An anthropologist's take on Uganda and the Great Lakes region...

Thursday, November 24, 2011

Qadhafi and Uganda

In the five weeks since Libyan leader Colonel Muammar Qadhafi was killed by the National Liberation Army in his home town of Sirte, both scholars and media commentators have examined the legacy of his 42-year long reign. Across the many acres of print that have resulted, a key theme which has emerged has been the complex nature of the Colonel's foreign policy, especially in Africa. And nowhere, it would seem, are these complexities more obvious than in the history of Qadhafi's engagements with Uganda. Indeed, this helps to explain why the Libyan leader's recent demise has been greeted with such mixed reactions both from the Ugandan government, and from the Uganda public.

Thus, on the one hand, there are those mostly older Ugandans, especially those from the Central and Western regions, who still keenly recall the significant military support that Qadhafi provided to the Idi Amin regime during the 1970s. Following Amin's rise to power in 1971, Qadhafi quickly recognized that as a fellow Islamic regime - and moreover, as one that was explicitly anti-Israeli in orientation - Amin's Uganda would not only be a useful ally, but might even as a 'bridgehead' for the expansion of Libyan influence throughout Sub-Saharan Africa. It was for this reason that less than 12 months after Amin came to power, the Libyan leader sent 400 soldiers to bolster the Ugandan Army, and why he later replaced the 11 military jets that were destroyed by the Israelis during the famous Entebbe raid of 1976.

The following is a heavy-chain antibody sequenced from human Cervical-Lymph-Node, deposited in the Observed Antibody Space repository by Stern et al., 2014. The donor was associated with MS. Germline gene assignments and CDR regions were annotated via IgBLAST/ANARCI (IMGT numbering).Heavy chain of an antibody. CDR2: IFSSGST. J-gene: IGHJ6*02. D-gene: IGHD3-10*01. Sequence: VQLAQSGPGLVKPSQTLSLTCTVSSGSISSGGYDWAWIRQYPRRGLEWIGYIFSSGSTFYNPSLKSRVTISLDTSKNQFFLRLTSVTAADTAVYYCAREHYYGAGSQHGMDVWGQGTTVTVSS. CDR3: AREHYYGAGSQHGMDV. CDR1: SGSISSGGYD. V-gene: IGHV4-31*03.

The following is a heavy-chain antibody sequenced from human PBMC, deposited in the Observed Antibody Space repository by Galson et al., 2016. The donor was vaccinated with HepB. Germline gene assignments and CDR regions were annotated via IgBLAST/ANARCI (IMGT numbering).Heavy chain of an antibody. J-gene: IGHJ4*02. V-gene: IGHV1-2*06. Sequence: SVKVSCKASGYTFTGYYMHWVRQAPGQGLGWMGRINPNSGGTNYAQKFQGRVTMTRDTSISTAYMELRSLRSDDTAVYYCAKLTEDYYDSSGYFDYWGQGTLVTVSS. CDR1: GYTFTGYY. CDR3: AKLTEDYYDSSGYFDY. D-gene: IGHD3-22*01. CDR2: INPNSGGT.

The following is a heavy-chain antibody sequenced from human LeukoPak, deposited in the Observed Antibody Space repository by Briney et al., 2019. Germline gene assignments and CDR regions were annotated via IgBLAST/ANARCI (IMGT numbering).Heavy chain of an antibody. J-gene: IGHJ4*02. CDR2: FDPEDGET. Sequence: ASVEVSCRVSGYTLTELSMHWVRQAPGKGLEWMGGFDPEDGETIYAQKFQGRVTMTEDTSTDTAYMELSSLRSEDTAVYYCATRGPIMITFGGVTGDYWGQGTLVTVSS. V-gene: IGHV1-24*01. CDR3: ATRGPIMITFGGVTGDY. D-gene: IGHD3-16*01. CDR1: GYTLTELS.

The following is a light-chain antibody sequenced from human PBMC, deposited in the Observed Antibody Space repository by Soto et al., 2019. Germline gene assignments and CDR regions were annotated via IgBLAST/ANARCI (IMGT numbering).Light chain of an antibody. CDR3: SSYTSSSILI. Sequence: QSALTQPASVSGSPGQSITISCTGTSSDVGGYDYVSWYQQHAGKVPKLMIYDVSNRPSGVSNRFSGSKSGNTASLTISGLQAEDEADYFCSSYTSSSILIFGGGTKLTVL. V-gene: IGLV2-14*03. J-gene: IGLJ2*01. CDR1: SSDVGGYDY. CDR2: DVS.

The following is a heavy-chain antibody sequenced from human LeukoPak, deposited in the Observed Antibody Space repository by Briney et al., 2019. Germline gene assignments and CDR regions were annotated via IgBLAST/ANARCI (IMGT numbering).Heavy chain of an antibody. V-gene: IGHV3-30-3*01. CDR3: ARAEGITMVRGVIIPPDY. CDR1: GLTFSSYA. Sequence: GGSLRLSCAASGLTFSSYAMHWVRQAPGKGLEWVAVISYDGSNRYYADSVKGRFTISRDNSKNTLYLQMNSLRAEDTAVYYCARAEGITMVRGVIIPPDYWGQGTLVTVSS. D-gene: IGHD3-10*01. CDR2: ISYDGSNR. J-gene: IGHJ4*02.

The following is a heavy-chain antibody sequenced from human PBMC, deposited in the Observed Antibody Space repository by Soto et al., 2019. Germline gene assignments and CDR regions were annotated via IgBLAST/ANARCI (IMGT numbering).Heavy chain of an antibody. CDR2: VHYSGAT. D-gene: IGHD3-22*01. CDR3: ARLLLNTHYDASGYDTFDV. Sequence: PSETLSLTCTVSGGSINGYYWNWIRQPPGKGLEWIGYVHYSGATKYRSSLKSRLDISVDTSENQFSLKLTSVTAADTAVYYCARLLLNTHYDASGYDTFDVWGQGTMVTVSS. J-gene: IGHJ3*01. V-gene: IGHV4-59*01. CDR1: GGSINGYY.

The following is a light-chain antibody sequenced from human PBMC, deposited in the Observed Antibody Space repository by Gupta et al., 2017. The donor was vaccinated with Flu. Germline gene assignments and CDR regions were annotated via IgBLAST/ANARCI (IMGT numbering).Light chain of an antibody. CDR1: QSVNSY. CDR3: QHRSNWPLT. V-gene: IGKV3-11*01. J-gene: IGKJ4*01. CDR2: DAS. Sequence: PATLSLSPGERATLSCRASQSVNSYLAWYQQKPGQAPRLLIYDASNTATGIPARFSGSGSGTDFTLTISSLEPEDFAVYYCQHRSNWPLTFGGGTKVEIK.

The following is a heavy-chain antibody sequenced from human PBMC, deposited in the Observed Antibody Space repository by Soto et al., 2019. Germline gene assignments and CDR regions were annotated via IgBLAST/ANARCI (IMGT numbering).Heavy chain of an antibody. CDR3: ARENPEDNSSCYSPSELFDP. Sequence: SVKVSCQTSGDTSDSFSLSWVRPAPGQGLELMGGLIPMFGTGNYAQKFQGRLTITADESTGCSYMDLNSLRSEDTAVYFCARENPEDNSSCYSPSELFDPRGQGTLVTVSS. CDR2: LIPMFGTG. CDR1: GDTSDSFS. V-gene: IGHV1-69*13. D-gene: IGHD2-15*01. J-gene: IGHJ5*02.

However, it was following Tanzania's invasion of Uganda in January 1979 that Qadhafi played his most decisive role in Uganda. With the Amin's army on the brink of collapse, in mid-February, the Libyan leader airlifted a major force of 2500 troops (consisting of regular soldiers, as well as members of Libya's People's Militia and its Islamic Pan-African Legion), along with tanks, armoured-personnel carriers (APCs), multiple-rocket launchers, artillery, and even a number of warplanes. The Libyan force finally met the Tanzanian advance at Lukuya swamp (about 70 miles southwest of Kampala, on the main Kampala-Masaka road) and a major engagement ensued. Even today, a number of burned-out vehicles from the battle are still easily visible from the Kampala-Masaka road.